While she still will occasionally eat junk food, she's more aware than ever about limiting her portions, and is more focused on eating healthy foods, including lots of vegetables and fruit.
Some experts question the study's novel, counterintuitive approach. Some actually believe asking pregnant mothers to eat fewer calories could actually result in neurological harm to the baby.
Vesco and other Kaiser Permanente researchers involved in the study believed the mother's excess weight will prevent that.
"The thought for obese women is that they already have excess stores in their body that they can draw upon to help support the pregnancy," Vesco said.
But, according to the New York Times, one major concern is that women who are not gaining weight will burn fat for energy, producing ketones -- acidic compounds which could harm the fetus.
Dr. Naomi E. Stotland, an assistant professor of obstetrics, gynecology and reproductive sciences at the University of California, San Francisco, said studies in diabetic women and animals have found that babies that were born to women who had more ketones in their blood had lower I.Q. scores than other babies.
"What we don't know is: Are there effects on the babies' neurological development, or other adverse effects, from women not gaining weight?" Stotland told the New York Times. "Some of these women may be losing fat mass, and the question is: Is losing fat mass during pregnancy, when you're in a higher (body mass index) category, is that safe for the baby?"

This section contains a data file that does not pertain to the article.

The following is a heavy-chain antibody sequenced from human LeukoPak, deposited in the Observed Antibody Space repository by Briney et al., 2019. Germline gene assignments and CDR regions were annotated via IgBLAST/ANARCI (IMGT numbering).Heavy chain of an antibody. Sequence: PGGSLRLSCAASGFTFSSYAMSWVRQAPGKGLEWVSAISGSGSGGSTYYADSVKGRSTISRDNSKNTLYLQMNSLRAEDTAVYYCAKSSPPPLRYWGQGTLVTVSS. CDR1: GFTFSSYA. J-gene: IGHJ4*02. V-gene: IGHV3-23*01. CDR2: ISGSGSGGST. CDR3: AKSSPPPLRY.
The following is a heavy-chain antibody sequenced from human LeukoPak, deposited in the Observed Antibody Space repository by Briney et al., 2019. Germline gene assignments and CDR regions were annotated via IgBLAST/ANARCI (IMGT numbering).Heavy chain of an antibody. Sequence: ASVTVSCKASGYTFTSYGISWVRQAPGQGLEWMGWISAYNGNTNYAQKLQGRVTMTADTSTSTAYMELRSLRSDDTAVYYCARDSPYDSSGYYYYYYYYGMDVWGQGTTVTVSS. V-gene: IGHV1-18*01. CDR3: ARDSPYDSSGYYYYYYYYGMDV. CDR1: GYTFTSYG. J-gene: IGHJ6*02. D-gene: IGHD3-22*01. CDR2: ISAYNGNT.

Asked what she would say to any naysayers who believe women should gain weight during pregnancy, Martin she couldn't see how her attitude change wouldn't benefit her developing baby.
"I'm putting in good nutrients and building blocks," she said.
The study is funded by a $2.2 million grant from the National Institute of Child Health and Human Development.
Here are some of Kaiser Permanente's tips for how you can control weight gain when you're pregnant:
Every day, eat 8 to 12 fruit and vegetable servings, 3 servings of low-fat dairy, 5 to 9 ounces of protein-rich foods, 6 to 10 servings of whole grains, and 3 to 7 teaspoons of healthy fat (e.g., olive or canola oil, nuts).
Eat regular meals and small healthy snacks between meals.
Reduce fat to less than 30 percent of calories.
Reduce consumption of sweets and sweetened drinks.
Keep a food diary to check for nutritional adequacy and portion management.
Eat only 100 to 300 extra calories per day beyond what your calorie needs were before you became pregnant.
Exercise 30 minutes on most days. If you aren't exercising, talk to your provider about how to start an exercise program.